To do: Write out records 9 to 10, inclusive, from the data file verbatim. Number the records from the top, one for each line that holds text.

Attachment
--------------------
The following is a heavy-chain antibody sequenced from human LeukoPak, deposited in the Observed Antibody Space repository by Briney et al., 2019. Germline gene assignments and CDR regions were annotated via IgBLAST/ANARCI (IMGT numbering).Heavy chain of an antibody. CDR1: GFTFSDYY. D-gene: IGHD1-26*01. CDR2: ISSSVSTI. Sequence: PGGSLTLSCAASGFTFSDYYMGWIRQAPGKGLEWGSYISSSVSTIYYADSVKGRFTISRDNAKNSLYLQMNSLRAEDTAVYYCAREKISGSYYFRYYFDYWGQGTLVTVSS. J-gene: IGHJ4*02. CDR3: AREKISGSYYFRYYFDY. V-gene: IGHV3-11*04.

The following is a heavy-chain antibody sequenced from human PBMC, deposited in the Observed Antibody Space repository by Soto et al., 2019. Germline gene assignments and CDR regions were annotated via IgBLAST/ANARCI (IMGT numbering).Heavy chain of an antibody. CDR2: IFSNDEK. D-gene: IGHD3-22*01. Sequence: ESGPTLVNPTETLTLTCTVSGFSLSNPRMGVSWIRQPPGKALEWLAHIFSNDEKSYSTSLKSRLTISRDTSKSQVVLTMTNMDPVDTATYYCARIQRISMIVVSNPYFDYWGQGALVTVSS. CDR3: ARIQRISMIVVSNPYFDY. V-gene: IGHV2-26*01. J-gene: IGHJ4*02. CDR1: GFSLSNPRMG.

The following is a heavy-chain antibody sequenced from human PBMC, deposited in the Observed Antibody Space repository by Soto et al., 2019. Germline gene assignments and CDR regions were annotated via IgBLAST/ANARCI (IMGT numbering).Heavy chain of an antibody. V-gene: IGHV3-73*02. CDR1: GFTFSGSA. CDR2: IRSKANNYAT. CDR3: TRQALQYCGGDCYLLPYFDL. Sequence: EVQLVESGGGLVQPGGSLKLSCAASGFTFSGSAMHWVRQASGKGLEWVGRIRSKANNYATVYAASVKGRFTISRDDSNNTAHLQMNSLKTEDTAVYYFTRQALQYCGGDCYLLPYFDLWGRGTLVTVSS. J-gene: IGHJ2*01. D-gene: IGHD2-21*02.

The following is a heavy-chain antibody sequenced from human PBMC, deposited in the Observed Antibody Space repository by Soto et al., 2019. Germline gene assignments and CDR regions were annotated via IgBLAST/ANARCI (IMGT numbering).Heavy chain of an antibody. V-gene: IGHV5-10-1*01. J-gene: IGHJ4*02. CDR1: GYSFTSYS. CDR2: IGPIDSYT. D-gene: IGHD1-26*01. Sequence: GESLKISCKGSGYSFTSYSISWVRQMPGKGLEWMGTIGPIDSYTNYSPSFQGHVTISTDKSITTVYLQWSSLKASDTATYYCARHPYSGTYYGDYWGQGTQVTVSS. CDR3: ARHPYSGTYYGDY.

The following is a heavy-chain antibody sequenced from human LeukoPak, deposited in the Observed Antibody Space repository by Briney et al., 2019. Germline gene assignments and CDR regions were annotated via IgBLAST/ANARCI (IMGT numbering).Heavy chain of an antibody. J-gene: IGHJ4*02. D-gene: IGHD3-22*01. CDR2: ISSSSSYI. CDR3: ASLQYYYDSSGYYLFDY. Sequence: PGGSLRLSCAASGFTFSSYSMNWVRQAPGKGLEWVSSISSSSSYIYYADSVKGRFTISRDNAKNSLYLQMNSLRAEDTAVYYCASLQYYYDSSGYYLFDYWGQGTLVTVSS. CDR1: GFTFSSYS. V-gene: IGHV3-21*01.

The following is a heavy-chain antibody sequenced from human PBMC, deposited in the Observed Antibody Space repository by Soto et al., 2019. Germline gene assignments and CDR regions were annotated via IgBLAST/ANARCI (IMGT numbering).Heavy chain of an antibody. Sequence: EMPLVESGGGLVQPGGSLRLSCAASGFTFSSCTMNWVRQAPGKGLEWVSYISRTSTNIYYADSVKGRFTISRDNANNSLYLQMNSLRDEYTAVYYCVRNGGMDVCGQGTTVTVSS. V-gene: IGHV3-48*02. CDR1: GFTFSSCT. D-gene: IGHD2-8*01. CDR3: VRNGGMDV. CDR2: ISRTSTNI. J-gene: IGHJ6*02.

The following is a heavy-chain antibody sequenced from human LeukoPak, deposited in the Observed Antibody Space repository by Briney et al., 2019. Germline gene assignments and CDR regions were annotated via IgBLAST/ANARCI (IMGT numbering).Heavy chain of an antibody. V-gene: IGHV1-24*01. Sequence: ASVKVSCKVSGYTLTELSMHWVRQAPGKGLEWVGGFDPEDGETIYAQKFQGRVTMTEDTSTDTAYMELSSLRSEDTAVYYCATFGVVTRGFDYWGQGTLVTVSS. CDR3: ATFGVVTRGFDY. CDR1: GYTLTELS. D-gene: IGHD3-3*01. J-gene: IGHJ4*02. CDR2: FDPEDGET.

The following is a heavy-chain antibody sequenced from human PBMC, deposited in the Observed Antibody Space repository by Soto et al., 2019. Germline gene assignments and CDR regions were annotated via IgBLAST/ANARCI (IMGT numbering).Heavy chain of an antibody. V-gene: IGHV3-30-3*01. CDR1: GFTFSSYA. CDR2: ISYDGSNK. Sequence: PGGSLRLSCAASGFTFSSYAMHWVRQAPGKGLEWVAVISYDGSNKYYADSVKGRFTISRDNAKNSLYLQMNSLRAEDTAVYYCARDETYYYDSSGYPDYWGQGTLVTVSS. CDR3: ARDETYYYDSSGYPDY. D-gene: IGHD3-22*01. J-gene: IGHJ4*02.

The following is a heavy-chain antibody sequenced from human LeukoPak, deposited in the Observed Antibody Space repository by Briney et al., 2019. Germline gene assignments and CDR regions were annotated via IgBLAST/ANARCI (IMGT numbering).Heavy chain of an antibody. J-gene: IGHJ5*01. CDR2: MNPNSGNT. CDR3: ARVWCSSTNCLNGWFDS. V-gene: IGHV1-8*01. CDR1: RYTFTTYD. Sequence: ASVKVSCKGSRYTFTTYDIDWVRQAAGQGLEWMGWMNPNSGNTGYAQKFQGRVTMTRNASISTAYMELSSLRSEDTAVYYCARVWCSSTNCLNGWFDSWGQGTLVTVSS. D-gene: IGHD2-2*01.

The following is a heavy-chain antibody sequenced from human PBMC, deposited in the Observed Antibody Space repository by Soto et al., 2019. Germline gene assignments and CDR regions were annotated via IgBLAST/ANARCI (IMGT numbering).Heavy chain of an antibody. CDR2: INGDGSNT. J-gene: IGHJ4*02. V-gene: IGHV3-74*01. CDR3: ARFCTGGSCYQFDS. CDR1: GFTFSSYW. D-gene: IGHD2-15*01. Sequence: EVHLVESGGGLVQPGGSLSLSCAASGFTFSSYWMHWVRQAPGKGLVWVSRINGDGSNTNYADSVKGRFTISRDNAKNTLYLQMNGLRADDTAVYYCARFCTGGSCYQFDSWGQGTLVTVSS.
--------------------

The following is a heavy-chain antibody sequenced from human LeukoPak, deposited in the Observed Antibody Space repository by Briney et al., 2019. Germline gene assignments and CDR regions were annotated via IgBLAST/ANARCI (IMGT numbering).Heavy chain of an antibody. J-gene: IGHJ5*01. CDR2: MNPNSGNT. CDR3: ARVWCSSTNCLNGWFDS. V-gene: IGHV1-8*01. CDR1: RYTFTTYD. Sequence: ASVKVSCKGSRYTFTTYDIDWVRQAAGQGLEWMGWMNPNSGNTGYAQKFQGRVTMTRNASISTAYMELSSLRSEDTAVYYCARVWCSSTNCLNGWFDSWGQGTLVTVSS. D-gene: IGHD2-2*01.

The following is a heavy-chain antibody sequenced from human PBMC, deposited in the Observed Antibody Space repository by Soto et al., 2019. Germline gene assignments and CDR regions were annotated via IgBLAST/ANARCI (IMGT numbering).Heavy chain of an antibody. CDR2: INGDGSNT. J-gene: IGHJ4*02. V-gene: IGHV3-74*01. CDR3: ARFCTGGSCYQFDS. CDR1: GFTFSSYW. D-gene: IGHD2-15*01. Sequence: EVHLVESGGGLVQPGGSLSLSCAASGFTFSSYWMHWVRQAPGKGLVWVSRINGDGSNTNYADSVKGRFTISRDNAKNTLYLQMNGLRADDTAVYYCARFCTGGSCYQFDSWGQGTLVTVSS.